It’s also important to include some general breakfast, snack, and lunch ideas. I’m usually more flexible with these and don’t plan them too strictly. Just have a list of some favourites so that you can include them as part of your grocery shopping, and so that you have the ingredients stocked up for the week.
2. Choose Your Grocery Shopping Day
Take a moment to think about the best day and time for you to do your grocery shopping. For most people this is Saturday or Sunday. We do our shop on Saturday mornings. Regardless, this should be a day where you’re not rushed and you can take your time. Having this day in mind will give you a sense of routine and consistency.
3. Look At Your Calendar
What’s coming up this week? Plans, events, outings? Do you have an “order in” night that you enjoy with your family? For us, on Fridays or Saturdays (or both) we often like to go to a restaurant (or order in, as is the case with the current state of things). This is a big part of our lifestyle. It’s something we look forward to each week.
While cooking at home is one of the best ways to support our health, you don’t have to cook homemade meals every day of the week. You might not even need to depending on what’s in your calendar. Adjust your meal plan as per your lifestyle and schedule.
4. Write Out Your Meals
This is the fun part! It’s time to actually meal plan. I usually do this on a Saturday morning while drinking my tea. Sean and I sit down and brainstorm what we’d like to eat. This is when you want to grab that recipe master list!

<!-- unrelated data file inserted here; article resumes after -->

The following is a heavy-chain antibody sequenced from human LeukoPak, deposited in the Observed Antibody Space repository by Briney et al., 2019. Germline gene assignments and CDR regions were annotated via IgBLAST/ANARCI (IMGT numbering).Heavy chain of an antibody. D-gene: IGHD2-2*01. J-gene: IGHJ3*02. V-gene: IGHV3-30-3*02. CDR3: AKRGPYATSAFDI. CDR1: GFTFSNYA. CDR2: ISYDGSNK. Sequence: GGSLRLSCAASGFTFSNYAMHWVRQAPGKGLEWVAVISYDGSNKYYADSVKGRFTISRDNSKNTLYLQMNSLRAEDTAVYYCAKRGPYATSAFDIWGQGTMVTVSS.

It’s pretty likely you won’t stick to an exact plan through the week, so it can be helpful to write down an extra meal so that you have flexibility with changing things up if needed. On Thursday you just might not feel like eating a stir fry. You can always play around with what you’ve got.
Tips: Try and keep variety in your meals. For example, try not to plan too many tomato-based dishes like spaghetti, chilli, and pizza. Also, try and include a couple recipes that make lots of leftovers, like soups, stews, stir frys, or oven roasts. Here are some examples:
- Veggie stir fry
- Salmon, steamed broccoli, and potato salad
- Lentil or Potato Leek soup
- Roasted chicken, sweet potato and veggies
- Cabbage casserole
Remember that these meals don’t have to be set in stone on specific days, you can always jiggle things around.
5. Make Your Grocery list
Step 5 is to write out your grocery list based on what you need for your chosen recipes. Make sure that you check to see what you have on hand already in your fridge, freezer, and pantry.
I recommend organizing this list by headings that correspond to sections of store, e.g. produce, freezer, eggs/meat, dried goods, organic section. This will help you navigate the aisles and shop so much more efficiently.
6. Get Cooking!
Now that you’re all stocked up, you’re ready to get started with cooking! Make sure you keep your meal plan handy by posting it on your fridge or keeping it on a convenient and visible spot in your kitchen. This way you can refer to it when you’re choosing what to make though the week, since you likely won’t be memorizing those meals for each day (and because you may want to move things around).
If you want, you can also take 30-60 minutes to meal prep a little bit after you’re home from grocery shopping, but this is optional. Sometimes I like to chop up kale or melon and have it stored in my fridge in containers so it’s ready to go, but again, optional.
And that’s it! By the time your grocery shopping day day approaches, you’ll be low on groceries again and ready to stock up again and start the cycle over. Woohoo!
Do you meal plan? What method do you use? Do you do any of the things I mentioned? Let me know!